• ngm

    I've recently been handed a 6 year old laptop (HP Pavilion ZD7000) that I want to repurpose for a family member to use. It was boxed and unused when it was given to me.

    However, upon boot, after the BIOS screen it is showing a black screen with a cursor, with the words "Operating System Not Found" occasionally flickering up.

    • I've run the XP installation disk and all appears to install successfully; but, upon boot, same problem -- operating system not found. Despite the fact that if I boot up from a Linux LiveCD I can mount the Windows partition and see that all of the Windows OS files are on there.

    • I've tried Linux and GRUB. I can format the whole drive, install Linux to disk, but still only get "Operating System Not Found" at boot. No GRUB, no nothing. But if I mount the drive from a LiveCD, all the OS files are visible.

    So the hard drive itself seems fine. It's entirely accessible and I can read/write on it once booted from a CD. I can only guess that there's some hardware problem stopping the hard drive being visible to the BIOS, or maybe a problem with the BIOS itself? It appears that it's just not visible to the BIOS.

    That's as far as my hardware/BIOS knowledge goes. Can anyone suggest what I might need to do to the hardware or to the BIOS in order to get it to see the drive?


  • Related Answers
  • DaveParillo

    One (or more) of three things probably going on here:

    1. The basic input/output system (BIOS) does not detect the hard disk.
    2. The hard disk is damaged.
    3. Sector 0 of the physical hard disk drive has an incorrect or malformed master boot record (MBR).

    You could try testing the disk, but it's probably easier to slap in a new drive & save yourself the trouble.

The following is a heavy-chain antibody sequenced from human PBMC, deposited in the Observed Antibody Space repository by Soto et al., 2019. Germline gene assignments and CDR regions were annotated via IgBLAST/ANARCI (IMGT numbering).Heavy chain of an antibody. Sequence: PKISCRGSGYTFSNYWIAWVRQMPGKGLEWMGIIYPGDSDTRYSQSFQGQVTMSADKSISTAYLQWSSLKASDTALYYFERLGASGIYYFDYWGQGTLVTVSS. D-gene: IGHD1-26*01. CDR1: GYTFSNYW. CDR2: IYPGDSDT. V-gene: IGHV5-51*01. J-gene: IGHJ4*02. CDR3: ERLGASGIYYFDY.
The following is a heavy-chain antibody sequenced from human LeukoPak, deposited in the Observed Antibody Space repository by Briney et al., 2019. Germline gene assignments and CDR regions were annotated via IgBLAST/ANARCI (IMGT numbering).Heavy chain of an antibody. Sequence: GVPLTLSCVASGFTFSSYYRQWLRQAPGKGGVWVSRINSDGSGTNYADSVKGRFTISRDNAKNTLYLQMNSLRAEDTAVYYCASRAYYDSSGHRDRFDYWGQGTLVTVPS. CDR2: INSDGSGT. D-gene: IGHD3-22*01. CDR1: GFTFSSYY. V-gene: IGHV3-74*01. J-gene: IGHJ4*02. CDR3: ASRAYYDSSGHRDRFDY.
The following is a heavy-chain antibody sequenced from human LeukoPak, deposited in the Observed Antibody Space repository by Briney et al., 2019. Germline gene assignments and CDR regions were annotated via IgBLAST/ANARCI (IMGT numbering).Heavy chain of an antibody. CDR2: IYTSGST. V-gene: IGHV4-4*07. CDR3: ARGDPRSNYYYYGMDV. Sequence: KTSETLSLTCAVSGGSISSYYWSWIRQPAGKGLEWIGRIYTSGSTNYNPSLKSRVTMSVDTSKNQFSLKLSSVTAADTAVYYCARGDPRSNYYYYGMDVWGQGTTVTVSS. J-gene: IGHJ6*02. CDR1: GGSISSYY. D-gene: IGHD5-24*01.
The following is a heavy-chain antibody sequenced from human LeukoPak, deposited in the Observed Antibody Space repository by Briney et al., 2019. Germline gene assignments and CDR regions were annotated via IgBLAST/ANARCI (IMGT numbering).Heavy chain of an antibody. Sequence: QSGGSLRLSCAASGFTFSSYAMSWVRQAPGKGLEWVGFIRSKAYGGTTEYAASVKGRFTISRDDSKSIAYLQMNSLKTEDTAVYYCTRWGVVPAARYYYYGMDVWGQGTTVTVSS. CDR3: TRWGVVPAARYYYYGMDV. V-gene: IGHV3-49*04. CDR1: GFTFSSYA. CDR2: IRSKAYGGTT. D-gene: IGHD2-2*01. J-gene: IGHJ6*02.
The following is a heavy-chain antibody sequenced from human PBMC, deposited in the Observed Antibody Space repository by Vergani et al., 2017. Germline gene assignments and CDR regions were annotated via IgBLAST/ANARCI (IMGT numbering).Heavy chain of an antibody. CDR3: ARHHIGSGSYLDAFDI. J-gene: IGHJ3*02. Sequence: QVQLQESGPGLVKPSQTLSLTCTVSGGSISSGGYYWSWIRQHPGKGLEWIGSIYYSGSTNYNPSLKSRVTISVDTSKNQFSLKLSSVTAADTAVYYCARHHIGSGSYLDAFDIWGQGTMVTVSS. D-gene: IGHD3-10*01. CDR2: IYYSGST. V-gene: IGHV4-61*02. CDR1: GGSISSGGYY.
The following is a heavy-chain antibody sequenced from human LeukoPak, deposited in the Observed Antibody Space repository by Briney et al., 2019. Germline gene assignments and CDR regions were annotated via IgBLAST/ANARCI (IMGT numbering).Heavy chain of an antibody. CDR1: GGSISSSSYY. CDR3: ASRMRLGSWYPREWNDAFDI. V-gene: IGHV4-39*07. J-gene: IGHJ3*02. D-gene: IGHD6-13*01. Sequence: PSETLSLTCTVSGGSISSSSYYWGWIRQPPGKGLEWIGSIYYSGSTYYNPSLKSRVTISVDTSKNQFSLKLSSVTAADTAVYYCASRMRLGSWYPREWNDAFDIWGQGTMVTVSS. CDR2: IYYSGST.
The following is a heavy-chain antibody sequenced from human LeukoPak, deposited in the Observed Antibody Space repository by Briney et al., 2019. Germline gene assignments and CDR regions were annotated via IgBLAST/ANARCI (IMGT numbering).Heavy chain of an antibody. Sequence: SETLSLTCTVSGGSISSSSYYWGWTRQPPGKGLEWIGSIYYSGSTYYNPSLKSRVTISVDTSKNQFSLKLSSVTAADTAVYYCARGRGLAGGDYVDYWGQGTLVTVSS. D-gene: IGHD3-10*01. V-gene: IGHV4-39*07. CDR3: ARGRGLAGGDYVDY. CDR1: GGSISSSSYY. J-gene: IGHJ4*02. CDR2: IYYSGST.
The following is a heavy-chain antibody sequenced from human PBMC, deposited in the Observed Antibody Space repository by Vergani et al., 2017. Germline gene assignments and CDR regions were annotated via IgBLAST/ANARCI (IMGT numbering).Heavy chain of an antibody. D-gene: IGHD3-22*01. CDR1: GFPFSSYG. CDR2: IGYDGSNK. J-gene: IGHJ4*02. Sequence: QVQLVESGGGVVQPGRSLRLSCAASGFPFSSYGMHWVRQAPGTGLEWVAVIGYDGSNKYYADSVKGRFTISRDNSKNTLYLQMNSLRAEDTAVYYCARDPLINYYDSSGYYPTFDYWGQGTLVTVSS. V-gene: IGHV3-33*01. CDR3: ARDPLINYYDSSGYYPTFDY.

• BBlake

    You might check the BIOS to see what the boot order is. If someone set it to only boot from CD or Network or might have set it to not boot from the hard disk. The other option I can think of is the hard drive boot sector is hosed.

  • Dave M

    Are there any diagnostics on the laptop. Some like the Lenovo and Dell have a minimal diagnostic in the BIOS and then a diagnostic partition on the drive ( not any help if drive is bad) On a Dell you press F12 and on an IBM/Lenovo there is a dedicated button.

    If there is a diagnostic, you can run that. Failing that, you can get a 2.5" to IDE adapter or 2.5 to USB at most computer shops and connect to a working desktop system and run a diagnostic on the drive. Some drive vendors like Western Digital and Seagate also have their own diagnostics. They only work with their drives I belive. I am sure there are lots of other tools for this but if you have a known good PC and attach the drive, you can eliminate all the laptop hardware in one test

  • CarlF

    Agreeing with other posters that the problem is likely in the drive hardware. If you have another laptop (and feel brave) you could swap the hard drives (if they're both IDE). If the non-booting box detects the drive from the other one, then you know the problem is in the Toshiba drive. If your other laptop detects the Toshiba drive, you know the problem is in the non-working system. (This is a case of the "binary swap" test.)

    Back up the known good drive before trying this!

  • Reynolds

    Sounds like there might not be any boot instructions. I'm not a Windows user, and I don't know what kind of bootloader system Windows uses, but I would try reinstalling the bootloader, or even installing GRUB which can boot Windows although that's not an ideal solution.

  • ralford

    You might be fighting an old worn-out cable. Old IDE cables can be flakey. Try disconnecting it from the motherboard and drive, and then plugging it back in again. This will sometimes improve the contact on the signal pins. If this doesn't work, try swapping out your IDE cable for a new one.

    How long is your IDE cable? I've seen IDE cables that are longer than what is "acceptable". Too long of an IDE cable can introduce signal integrity and timing issues.

  • Chris

    you might try deleting all the partitians on the drive, recreate and do a full format. If this doesn't work, it could be something with the IDE connector on the motherboard.

  • Karl

    If you have a Phoenix BIOS be sure to check on the Boot Order screen for the "!" character in front of a Boot Item. It signifies that it has been disabled from booting.